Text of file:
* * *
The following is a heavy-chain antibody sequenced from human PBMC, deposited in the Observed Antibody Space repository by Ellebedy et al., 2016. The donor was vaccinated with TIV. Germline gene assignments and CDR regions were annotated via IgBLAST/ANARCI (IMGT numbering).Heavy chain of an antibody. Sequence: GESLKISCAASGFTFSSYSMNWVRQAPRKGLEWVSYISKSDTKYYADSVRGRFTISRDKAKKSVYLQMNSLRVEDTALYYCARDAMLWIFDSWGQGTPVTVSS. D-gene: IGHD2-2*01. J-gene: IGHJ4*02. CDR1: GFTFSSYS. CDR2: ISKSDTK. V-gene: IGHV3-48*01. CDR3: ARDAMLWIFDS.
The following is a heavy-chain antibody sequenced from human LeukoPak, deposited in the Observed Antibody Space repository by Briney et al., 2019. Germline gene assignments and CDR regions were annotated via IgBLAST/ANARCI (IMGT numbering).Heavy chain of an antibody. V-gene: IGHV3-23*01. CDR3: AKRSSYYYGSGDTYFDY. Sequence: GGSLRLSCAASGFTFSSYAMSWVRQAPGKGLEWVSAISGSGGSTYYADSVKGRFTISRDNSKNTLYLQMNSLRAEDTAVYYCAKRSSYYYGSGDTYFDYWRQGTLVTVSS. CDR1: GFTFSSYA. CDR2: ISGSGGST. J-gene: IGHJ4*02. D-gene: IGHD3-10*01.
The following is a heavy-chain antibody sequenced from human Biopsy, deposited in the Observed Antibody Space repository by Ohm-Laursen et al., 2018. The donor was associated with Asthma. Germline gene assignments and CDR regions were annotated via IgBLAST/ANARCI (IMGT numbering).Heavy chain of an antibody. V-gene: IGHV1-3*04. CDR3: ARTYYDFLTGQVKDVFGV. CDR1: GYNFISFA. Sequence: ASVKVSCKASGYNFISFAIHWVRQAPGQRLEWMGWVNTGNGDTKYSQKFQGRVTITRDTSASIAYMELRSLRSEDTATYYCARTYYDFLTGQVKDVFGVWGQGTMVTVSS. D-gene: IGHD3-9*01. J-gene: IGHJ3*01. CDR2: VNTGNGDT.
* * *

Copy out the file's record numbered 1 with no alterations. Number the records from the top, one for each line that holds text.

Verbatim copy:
The following is a heavy-chain antibody sequenced from human PBMC, deposited in the Observed Antibody Space repository by Ellebedy et al., 2016. The donor was vaccinated with TIV. Germline gene assignments and CDR regions were annotated via IgBLAST/ANARCI (IMGT numbering).Heavy chain of an antibody. Sequence: GESLKISCAASGFTFSSYSMNWVRQAPRKGLEWVSYISKSDTKYYADSVRGRFTISRDKAKKSVYLQMNSLRVEDTALYYCARDAMLWIFDSWGQGTPVTVSS. D-gene: IGHD2-2*01. J-gene: IGHJ4*02. CDR1: GFTFSSYS. CDR2: ISKSDTK. V-gene: IGHV3-48*01. CDR3: ARDAMLWIFDS.